Stations: A Collection Of Short Stories Inspired By The Overground – Book Review

Given that Boris celebrated the completion of the London’s Overground’s encircling of the capital earlier this week, it was entirely appropriate that a new book, ‘Stations‘, should land on my desk for a review.

stations book review arachne press‘Stations’, edited by Cherry Potts, is a collection of short stories whose common theme is the London Overground’s destinations – twenty five tales are gathered between its covers, set in locations ranging from Highbury & Islington in the north to Crystal Palace in the south.

The first story deals with the odd Inspector Bucket and a rather safe account of his uncovering of a group of petty thieves stealing from commuters on the line, but things get more colourful as you delve deeper into the book – the colourful streets of Dalston are immediately recognisable in ‘Moving Mike’ and Haggerston (or is it?) gets an other-wordly treatment in ‘Platform Zero’.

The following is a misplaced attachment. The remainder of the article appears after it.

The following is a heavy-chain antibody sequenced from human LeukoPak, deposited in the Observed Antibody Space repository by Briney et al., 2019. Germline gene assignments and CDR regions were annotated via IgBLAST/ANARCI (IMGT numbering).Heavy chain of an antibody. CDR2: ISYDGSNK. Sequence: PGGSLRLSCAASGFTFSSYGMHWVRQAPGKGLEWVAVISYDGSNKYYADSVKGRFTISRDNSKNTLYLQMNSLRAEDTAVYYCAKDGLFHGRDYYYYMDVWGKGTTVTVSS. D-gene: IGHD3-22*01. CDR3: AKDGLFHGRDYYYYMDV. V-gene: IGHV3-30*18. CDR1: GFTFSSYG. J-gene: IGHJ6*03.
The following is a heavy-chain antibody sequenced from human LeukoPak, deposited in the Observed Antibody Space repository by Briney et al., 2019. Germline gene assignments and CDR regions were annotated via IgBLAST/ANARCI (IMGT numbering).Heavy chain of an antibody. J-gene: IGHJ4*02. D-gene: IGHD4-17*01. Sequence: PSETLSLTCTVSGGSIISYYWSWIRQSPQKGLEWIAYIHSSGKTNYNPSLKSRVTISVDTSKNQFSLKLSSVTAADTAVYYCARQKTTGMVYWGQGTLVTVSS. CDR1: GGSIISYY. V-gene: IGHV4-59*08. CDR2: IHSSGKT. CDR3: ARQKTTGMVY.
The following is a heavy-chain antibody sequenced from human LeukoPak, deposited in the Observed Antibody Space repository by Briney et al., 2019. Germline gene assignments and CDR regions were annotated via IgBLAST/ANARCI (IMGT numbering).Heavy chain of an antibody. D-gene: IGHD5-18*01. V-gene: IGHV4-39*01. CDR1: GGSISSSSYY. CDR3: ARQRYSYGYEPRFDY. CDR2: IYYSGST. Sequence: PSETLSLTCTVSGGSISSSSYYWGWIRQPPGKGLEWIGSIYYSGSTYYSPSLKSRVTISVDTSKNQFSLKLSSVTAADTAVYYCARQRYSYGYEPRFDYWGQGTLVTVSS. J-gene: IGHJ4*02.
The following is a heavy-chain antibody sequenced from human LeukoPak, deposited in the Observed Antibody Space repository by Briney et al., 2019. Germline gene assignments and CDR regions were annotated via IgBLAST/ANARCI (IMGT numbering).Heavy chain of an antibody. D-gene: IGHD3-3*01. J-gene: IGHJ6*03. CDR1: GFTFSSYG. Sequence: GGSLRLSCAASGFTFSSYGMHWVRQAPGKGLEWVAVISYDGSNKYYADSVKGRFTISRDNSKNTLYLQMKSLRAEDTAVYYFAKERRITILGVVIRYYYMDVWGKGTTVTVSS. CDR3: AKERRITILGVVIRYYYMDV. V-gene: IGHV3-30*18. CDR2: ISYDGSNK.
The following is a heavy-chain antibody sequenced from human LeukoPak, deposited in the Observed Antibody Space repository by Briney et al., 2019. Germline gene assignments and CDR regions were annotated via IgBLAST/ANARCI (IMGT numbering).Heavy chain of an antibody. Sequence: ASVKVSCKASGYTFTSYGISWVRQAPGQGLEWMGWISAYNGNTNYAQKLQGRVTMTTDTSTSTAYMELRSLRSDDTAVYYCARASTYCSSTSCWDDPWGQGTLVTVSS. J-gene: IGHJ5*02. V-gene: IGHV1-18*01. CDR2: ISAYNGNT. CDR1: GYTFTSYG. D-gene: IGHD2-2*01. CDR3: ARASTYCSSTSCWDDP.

As the Overground exits the southbound tunnel under the Thames the tone of the tales changes – a dangerous relationship is rekindled in ‘Beetle, set in Wapping, a very gloomy Canada Water is recreated in ‘No Prob At Canada Water’, and the apparitions of Crystal Palace loom large in ‘She Didn’t Believe In Ghosts’.

‘Stations’ is certainly an eclectic group of stories, but I enjoyed every one – well-written and engaging stuff. I imagine that it would be ideal for dipping in and out of while you’re passing the time between Kensal Rise and Clapham Junction…

‘Stations’ is published by Arachne Press and can be found in all the usual spots – right now on Amazon you can pick it up for £9.89.